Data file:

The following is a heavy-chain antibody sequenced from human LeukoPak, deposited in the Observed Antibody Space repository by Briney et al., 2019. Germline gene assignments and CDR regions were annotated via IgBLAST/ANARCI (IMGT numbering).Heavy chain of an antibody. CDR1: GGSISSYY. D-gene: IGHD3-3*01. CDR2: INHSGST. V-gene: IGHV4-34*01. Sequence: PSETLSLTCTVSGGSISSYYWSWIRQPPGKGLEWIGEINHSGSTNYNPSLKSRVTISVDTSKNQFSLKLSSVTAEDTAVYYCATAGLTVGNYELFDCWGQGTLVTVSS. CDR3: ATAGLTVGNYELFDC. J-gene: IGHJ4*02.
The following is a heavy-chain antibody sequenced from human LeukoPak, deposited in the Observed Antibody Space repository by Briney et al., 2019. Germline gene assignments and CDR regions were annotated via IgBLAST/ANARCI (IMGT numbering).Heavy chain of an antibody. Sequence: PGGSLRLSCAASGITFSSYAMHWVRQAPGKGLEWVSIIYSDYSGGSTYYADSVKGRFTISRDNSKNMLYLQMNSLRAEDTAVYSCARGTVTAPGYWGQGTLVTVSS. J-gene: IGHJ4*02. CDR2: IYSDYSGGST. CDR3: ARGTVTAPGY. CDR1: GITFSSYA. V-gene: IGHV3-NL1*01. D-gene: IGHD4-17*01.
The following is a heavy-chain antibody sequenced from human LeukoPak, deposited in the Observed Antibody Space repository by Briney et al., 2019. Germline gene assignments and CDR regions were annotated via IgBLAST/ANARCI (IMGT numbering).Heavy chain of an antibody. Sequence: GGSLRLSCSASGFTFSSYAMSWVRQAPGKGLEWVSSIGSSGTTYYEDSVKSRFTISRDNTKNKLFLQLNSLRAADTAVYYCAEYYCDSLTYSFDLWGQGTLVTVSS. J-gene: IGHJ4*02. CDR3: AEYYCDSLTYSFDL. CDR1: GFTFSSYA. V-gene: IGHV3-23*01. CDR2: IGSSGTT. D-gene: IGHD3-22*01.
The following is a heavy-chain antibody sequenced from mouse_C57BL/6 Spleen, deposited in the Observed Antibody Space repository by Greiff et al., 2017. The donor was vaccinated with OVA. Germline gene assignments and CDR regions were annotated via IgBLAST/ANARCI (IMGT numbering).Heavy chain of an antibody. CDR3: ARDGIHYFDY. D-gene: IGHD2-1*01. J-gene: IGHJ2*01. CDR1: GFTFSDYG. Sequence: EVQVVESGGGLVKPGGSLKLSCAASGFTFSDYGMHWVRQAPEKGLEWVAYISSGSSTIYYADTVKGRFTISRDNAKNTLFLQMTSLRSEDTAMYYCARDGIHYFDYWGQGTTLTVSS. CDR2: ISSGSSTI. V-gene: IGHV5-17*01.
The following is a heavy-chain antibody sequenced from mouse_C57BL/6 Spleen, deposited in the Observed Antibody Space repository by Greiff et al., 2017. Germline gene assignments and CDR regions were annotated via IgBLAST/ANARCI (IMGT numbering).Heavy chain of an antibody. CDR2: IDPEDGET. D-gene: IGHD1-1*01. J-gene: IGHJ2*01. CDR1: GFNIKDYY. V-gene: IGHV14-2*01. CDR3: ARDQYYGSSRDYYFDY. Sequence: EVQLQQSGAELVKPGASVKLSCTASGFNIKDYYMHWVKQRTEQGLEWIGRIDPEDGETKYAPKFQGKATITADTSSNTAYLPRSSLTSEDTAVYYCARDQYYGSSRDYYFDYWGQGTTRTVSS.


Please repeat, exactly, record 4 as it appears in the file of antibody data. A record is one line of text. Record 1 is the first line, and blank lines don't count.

The following is a heavy-chain antibody sequenced from mouse_C57BL/6 Spleen, deposited in the Observed Antibody Space repository by Greiff et al., 2017. The donor was vaccinated with OVA. Germline gene assignments and CDR regions were annotated via IgBLAST/ANARCI (IMGT numbering).Heavy chain of an antibody. CDR3: ARDGIHYFDY. D-gene: IGHD2-1*01. J-gene: IGHJ2*01. CDR1: GFTFSDYG. Sequence: EVQVVESGGGLVKPGGSLKLSCAASGFTFSDYGMHWVRQAPEKGLEWVAYISSGSSTIYYADTVKGRFTISRDNAKNTLFLQMTSLRSEDTAMYYCARDGIHYFDYWGQGTTLTVSS. CDR2: ISSGSSTI. V-gene: IGHV5-17*01.